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Columns

April 4, 2012

Time to get off the bus and on the computer

GUEST COMMENTARY

By Thomas O'Brien and Edward Fersch

Seventy-five years ago, use of a new technology resulted in a dramatic transformation of education in our region and in rural areas throughout the country. Until then, the one-room schoolhouse was the norm in rural places. Every back road and hollow had one; children simply walked to the one nearest their house. Each school had one teacher who taught every subject up to eighth grade. The expectation for most children was that an eighth grade education was sufficient. High School was only possible for those who lived in the villages or who could live with a family in the village during the week.

In the 1930s, new transportation technologies changed society. The automobile and its cousins meant that people could travel longer distances in less time. Educators saw the potential of this technology to transform education in rural areas; the school bus was born. Each hollow no longer needed its own school. There was now a safe way for the children from the relatively isolated farm families to travel greater distances to school each day. The one-room schoolhouses were closed and large centralized schools were built in the larger villages. Classes were organized by age and taught by a specialist in each subject. This new structure provided the students with many more educational opportunities. Student achievement soared.

Since its creation, the school bus has been the primary tool used to increase educational opportunities in rural areas. Many of the central school districts formed in the 1930's, including more than a dozen in our area, have been further consolidated. The state encourages these consolidations with funding for feasibility studies, along with increases in state aid for the newly formed district. The promise of these mergers is that the students would learn more in their new school and that the cost of their education would be reduced. Many state officials want more mergers; in fact, some have publicly stated that districts with fewer than one thousand students should be forced to consolidate.

It has been said that when the only tool you have is a hammer, everything looks like a nail. But, everything is not a nail so carpenters carry a toolbox full of tools and use the correct one for each situation. Similarly, in education if we think that the only tool we have is a school bus, then every problem has to be solved with physical consolidation of school districts. But, we have other tools so we need to look at the specific circumstances in order to craft our solutions.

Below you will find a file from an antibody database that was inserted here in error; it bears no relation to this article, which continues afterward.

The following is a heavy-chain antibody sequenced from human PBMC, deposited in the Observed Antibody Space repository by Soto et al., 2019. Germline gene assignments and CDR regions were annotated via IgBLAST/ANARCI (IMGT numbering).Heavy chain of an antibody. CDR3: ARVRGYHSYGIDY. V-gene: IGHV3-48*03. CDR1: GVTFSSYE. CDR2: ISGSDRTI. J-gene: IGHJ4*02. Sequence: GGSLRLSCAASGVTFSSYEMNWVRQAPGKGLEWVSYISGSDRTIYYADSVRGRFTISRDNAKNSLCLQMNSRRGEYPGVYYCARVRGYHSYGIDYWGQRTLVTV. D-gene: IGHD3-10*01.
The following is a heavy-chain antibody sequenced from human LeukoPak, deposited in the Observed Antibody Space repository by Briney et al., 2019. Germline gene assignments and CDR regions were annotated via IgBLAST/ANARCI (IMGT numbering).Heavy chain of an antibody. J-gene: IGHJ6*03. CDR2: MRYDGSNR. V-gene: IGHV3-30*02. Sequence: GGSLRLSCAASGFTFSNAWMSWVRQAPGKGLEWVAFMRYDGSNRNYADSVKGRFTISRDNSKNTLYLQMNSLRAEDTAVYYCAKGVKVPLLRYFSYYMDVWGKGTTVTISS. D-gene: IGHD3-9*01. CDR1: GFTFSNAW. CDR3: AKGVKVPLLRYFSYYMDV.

Many school districts in this area cover more than one hundred square miles and have fewer than five hundred students. Our school busses travel over all the back roads where the one-room schoolhouses used to be; children in some districts are on the bus for an hour. Further physical consolidation will necessarily mean more time on a school bus and less time in a classroom. Is this really the best way to provide quality educational opportunities in our area?

Today, new communication technologies are changing the world. Internet connections, video conferencing and other forms of digital technology have made it possible for us to communicate in real time with more and more people. Our generation needs to realize the potential of this technology to transform education in our time. We no longer need the school bus to bring students to the teacher; we can use this new technology to bring the teacher to the students. Teachers in one building can conduct a class containing students in many other places. Students can collaborate on projects with their peers who attend another school. People with similar interests can learn together no matter where they go to school. Rather than using a school bus to physically consolidate our school districts, we can use digital technology to cyber-consolidate them!

The requirements for cyber-consolidation are simple--high speed digital connections throughout the school buildings and video conferencing equipment. Additionally, teachers will need access to professional development courses so they can learn effective ways to teach in this new classroom. No new buildings are needed and there is no need for increased student transportation. Nevertheless, state funding is only available to districts wishing to physically consolidate. This makes no sense.

At the annual meeting of the New York State School Board Association last October, school districts across the state overwhelmingly approved a resolution calling upon the state to fund cyber-consolidation in the same way that they fund physical consolidation. We call upon the Governor, the Legislature, the Board of Regents and the State Education Department to act on this recommendation.

Seventy-five years ago, our ancestors saw a new technology as a means to increase educational opportunities for their children. Using the school bus, they created a new educational structure. Now, it's our turn. In today's digital technology, we have a tool that will allow us to re-design the educational structure of our time. Let's use it to create a system that will use our resources more efficiently, one that will give students access to many more educational opportunities and better prepare them to be productive citizens in the twenty-first century.

Thomas O'Brien is the superintendent of Roxbury Central School.

Edward Fersch is the Roxbury Central School District Board of Education president.

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